The Apostles Creed did not receive its name from the apostles but is believed to be based on their apostolic teaching. This notion derived from a legend that the apostles came together before departing their separate ways and decided to formulate a statement of belief for their faith, which would show unity amongst their teachings. As the legend continues, being endowed with the Holy Spirit, they each contributed one of the twelve articles. There is, however, practically no evidence that this actually took place, or even that any apostles were directly involved in its creation. The structure of the creed is perhaps based on the command from Jesus to make disciples of all nations, baptizing them in the name of the Father, the Son, and the Holy Spirit (Matt 28:19 KJV). In a time when many Christians were illiterate and unable to read, having something to recite orally helped preserve their faith. . . . some who joined the church lacked the leisure or the ability to read the Scriptures, to say nothing of the fact that a grasp of the whole of Scripture would take time.
What they required was a brief summary of key doctrine. Surrounded by tales of its use by the Roman church for candidates of baptism, we find the earliest evidence of the creeds origin. It is highly probably that the Apostles Creed was established from a question and answer format. It can be perceived from the evidence available, having no single writer, nor a specific date of origin, that the Apostles Creed was developed gradually from a simple question: Do you believe in Jesus Christ? In the Apostolic Tradition ascribed to Hippolytus, a typical baptism would follow this format •And when he who is to be baptised goes down into the water, let him who baptises lay his hand on him saying thus, Dost thou believe in God the Father almighty? And he who is being baptised shall say, I believe.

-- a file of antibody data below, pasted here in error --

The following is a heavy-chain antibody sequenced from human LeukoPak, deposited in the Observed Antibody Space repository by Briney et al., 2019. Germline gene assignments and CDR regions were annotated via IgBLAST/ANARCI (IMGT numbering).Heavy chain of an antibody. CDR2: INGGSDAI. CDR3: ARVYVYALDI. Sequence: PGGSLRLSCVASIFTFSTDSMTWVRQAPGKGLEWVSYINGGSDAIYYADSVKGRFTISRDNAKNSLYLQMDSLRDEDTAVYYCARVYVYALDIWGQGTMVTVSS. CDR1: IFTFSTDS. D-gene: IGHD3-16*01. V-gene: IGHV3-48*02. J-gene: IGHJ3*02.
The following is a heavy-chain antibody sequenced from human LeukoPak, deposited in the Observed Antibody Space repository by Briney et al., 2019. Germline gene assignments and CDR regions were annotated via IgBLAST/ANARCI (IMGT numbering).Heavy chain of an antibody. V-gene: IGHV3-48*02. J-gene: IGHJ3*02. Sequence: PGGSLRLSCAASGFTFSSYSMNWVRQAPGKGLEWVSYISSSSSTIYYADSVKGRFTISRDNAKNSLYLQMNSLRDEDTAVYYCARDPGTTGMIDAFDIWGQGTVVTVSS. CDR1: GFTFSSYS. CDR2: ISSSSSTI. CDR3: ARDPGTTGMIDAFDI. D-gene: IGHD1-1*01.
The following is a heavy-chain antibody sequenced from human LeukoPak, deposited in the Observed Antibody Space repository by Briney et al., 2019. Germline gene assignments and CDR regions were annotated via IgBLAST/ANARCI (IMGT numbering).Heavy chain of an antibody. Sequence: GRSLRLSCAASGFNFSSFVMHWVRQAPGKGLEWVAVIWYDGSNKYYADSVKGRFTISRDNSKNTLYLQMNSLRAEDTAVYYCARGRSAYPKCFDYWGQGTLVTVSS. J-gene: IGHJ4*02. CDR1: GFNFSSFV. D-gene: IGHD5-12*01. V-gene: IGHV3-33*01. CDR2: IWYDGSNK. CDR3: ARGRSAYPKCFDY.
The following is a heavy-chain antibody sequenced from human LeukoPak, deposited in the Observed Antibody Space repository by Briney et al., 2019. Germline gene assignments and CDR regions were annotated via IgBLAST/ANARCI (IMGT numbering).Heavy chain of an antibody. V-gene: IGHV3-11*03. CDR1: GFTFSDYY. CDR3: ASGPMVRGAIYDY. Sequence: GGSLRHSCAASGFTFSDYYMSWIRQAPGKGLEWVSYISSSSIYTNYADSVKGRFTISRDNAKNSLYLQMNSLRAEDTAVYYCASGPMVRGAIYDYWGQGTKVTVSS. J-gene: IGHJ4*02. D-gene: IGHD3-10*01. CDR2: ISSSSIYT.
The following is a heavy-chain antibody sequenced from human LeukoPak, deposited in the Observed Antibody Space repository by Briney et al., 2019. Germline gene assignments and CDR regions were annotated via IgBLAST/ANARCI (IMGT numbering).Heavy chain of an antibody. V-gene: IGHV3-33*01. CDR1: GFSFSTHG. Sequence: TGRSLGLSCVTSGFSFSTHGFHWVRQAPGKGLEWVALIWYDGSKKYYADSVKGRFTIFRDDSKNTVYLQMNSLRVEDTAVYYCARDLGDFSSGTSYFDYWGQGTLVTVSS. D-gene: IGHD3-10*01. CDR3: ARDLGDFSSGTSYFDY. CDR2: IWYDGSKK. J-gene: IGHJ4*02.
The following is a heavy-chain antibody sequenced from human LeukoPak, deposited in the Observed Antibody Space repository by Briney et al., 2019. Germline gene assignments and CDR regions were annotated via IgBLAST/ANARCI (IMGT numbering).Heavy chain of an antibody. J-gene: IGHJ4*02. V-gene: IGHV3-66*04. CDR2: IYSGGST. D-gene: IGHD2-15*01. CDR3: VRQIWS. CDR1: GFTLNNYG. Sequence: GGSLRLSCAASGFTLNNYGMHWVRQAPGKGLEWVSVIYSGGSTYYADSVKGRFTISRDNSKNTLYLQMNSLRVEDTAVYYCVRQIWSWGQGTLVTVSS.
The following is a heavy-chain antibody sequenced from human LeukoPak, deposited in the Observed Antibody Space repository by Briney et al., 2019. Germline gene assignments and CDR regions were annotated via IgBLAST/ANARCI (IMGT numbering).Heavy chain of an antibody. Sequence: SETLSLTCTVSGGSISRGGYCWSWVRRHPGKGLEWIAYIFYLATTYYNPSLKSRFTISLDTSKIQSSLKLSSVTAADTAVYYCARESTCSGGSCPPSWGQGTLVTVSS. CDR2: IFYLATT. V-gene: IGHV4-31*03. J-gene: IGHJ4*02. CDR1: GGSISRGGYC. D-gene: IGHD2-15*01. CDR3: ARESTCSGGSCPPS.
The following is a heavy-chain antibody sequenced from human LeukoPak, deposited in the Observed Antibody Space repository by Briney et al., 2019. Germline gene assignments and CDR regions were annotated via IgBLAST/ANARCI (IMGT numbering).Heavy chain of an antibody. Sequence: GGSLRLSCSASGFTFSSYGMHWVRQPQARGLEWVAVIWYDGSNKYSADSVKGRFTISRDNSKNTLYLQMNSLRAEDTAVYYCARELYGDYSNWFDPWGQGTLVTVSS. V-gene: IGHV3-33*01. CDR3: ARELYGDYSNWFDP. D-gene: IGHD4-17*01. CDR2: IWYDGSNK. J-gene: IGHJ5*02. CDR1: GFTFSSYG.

Let him forthwith baptise him once, having his hand laid upon his head. And after this let him say, Dost thou believe in Jesus Christ, the Son of God, Who was born by the Holy Spirit from the Virgin Mary, Who was crucified under Pontius Pilate and died, and rose again on the third day living from the dead, and ascended into the heavens, and sat down at the right hand of the Father, and will come to judge the living and the dead? And when he says, I believe, let him baptise him a second time. And again let him say, Dost thou believe in the Holy Spirit, in the holy Church, and the resurrection of the flesh? And he who is being baptised shall say, I believe. And so let him baptise him the third time. It is from statements like these that the other statements were gradually and progressively added to form the statement of faith that we know today.
The Apostles Creed offers a broad survey of Christian doctrine. It begins with creation and concludes with eternal life. The Creed contains both undisputed and controversial statements.
[ 1 ]. 1 Everett Ferguson, Church History Volume 1: From Christ to Pre-Reformation (Grand Rapids: Zondervan, 2005), 110. [ 2 ]. Ibid., 111.
[ 3 ]. O.G. Oliver, Jr. Apostles Creed. In Evangelical Dictionary of Theology, Ed. by Walter A. Elwell (Grand Rapids: Baker, 2001), 87. [ 4 ]. Ferguson, 111.
[ 5 ]. Graham Keith, The Formulation of Creeds in the Early Church, Themelios 24, no 1 (October 1998): 17-18. [ 6 ]. Chapter 21 as translated by Kelly, op.cit., p. 46